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Created on: 25 September 2014

Updated on: 18 January 2017

**Part 4 of the Arduino Programming Course**

The Arduino can do mathematics for us. In this part of the course, we look at how to do addition, subtraction, multiplication, division, and find a remainder.

Below, five arithmetic operators are described and then all put into a sketch to demonstrate how they work on the Arduino.

To add numbers on the Arduino, we use the addition operator (**+**).

The example below shows how to add two numbers together.

int a = 2; int b = 7; int sum; sum = a + b;

In the above code, three variables are defined. Variables **a** and **b** are each assigned a value when they are defined.

The **sum** variable is defined, but not initialized, so contains any random number. We will use this variable to store the result of the addition calculation, so the random value that **sum** contains will be overwritten when we put the addition result (or sum) into it.

After the statement shown below has been executed, **sum** will contain the value **9** i.e. the result of the addition of variable **a** and **b**.

sum = a + b;

We can also add two constant values and store the result in a variable as shown below.

```
int sum;
sum = 2 + 10;
```

The result stored in **sum** after execution of the addition statement will be **12** in this example.

Constant values and variables can also be added together and the result stored in a variable as shown here.

int a = 3; int sum; sum = a + 24;

After execution of the addition, **sum** will contain **27**.

The remaining arithmetic operators can also operate on constant values, variables and a mixture of both.

The subtraction operator subtracts one number from another using the minus sign (**-**) as the following example shows.

```
int result;
result = 10 - 2;
```

The result of this calculation will be **8** and will be stored in the **result** variable.

Multiplication is done by using the multiplication operator (*****).

```
int result;
result = 4 * 3;
```

The result of the above calculation will be **12** and will be stored in the **result** variable.

The division operator (**/**) is used to perform division in the Arduino.

```
int result;
result = 12 / 3;
```

The result of the above calculation is 4.

So far we have only been using integer values to perform arithmetic. If the result of a division is not an integer (or whole number), but contains a fraction part, the fraction part will be discarded if the result is stored in an integer variable.

The following examples will demonstrate what happens when a result with a fractional part is stored in an integer and then a floating point variable.

```
int result;
result = 5 / 4;
```

The result will be **1** because the fraction is discarded when the result is stored in the integer variable **result**.

The same calculation, but this time defining **result** as a floating point variable (**float**).

```
float result;
result = 5.0 / 4.0;
```

The result now contained in the **result** variable is **1.25**.

When using constant values in calculations that store the result in a floating point variable, we use a decimal point and a zero for whole numbers, i.e. 5.0 instead of 5 on its own.

The remainder operator (or modulo operator) is used to find the remainder after the division of two numbers. The percentage sign (**%**) is used as the modulo operator.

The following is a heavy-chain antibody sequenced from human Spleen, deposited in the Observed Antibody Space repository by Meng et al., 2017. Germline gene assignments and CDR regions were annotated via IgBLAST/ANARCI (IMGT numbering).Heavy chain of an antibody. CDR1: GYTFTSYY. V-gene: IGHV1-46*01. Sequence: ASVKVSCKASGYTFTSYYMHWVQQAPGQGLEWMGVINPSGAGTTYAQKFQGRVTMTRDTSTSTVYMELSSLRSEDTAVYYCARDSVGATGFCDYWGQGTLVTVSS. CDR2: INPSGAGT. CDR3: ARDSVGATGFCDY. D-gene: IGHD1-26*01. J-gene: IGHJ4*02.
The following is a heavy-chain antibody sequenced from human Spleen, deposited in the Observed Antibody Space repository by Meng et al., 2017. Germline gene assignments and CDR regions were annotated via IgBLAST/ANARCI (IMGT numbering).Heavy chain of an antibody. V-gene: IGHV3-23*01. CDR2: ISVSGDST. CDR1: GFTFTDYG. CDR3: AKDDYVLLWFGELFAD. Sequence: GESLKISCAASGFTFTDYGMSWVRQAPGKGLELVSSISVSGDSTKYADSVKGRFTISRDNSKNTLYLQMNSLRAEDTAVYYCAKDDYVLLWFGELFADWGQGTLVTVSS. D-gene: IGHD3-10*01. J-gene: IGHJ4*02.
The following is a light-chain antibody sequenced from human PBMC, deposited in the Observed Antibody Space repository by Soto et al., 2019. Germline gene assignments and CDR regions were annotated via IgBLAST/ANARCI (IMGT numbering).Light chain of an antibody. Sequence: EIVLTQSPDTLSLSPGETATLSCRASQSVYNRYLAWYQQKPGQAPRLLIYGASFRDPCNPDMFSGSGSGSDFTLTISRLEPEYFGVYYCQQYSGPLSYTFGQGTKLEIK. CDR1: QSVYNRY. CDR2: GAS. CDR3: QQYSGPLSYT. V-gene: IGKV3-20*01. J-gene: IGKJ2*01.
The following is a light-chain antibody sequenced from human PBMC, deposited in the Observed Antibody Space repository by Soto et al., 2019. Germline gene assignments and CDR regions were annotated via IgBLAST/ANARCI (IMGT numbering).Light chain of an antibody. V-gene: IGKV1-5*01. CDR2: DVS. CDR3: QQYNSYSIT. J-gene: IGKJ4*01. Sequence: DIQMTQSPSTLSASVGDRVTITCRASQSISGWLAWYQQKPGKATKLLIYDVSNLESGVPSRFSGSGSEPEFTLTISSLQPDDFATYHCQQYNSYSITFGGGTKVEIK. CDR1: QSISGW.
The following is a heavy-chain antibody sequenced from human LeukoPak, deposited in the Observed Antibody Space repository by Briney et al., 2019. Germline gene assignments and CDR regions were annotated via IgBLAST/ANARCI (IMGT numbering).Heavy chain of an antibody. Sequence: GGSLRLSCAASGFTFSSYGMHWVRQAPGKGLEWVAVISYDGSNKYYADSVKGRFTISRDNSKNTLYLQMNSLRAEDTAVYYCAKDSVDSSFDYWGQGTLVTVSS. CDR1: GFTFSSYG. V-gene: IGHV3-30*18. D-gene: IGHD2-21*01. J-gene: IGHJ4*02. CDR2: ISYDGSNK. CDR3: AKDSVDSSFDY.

```
int result;
result = 11 % 4;
```

The result of this calculation will be the remainder of 11 divided by 4 which is **3** (4 goes into 11 twice leaving a remainder of 3).

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The following sketch called **arithmetic** demonstrates all of the above arithmetic operators.

Load the sketch to your Arduino and try it out. Also add the examples from above that are not in the sketch, such as mixing constant values and variables.

voidsetup() { int a = 2; int b = 7; int result; float result_fl;Serial.begin(9600);Serial.print("Addition (a + b): "); result = a + b;Serial.println(result);Serial.print("Subtraction (10 - 2): "); result = 10 - 2;Serial.println(result);Serial.print("Multiplication (4 * 3): "); result = 4 * 3;Serial.println(result);Serial.print("Int Division (5 / 4): "); result = 5 / 4;Serial.println(result);Serial.print("Float Division (5.0 / 4.0): "); result_fl = 5.0 / 4.0;Serial.println(result_fl);Serial.print("Remainder (11 % 4): "); result = 11 % 4;Serial.println(result); } voidloop() { }

This video shows the above sketch running.

Can't see the video? View on YouTube →

The sketch contains a mix of **print()** and **println()** functions. print() is called when the invisible cursor must stay on the same line so text printed in the println() statement that follows will be printed on the same line as well.

println() is used when text must be printed and then the invisible cursor moved to the next line so that the next print() statement will print text on a new line.

A separate **result_fl** variable was defined to hold the result of the floating point calculation.

The integer variable **result** is reused many times during the sketch. The important thing is to display its result before placing the result of the next calculation into it.

We looked at variables in the last part of this course. **Constants** are numbers that remain constant throughout a sketch – i.e. they never change.

Examples of constants are the numbers that are used directly in a calculation and are not assigned to a variable, e.g. sum = 2 + 3 contains the constants 2 and 3.

Constants do not have a name and their values can not be changed when the sketch is running.

Although not shown in the above examples, addition, subtraction and multiplication can also be done on floating point values.

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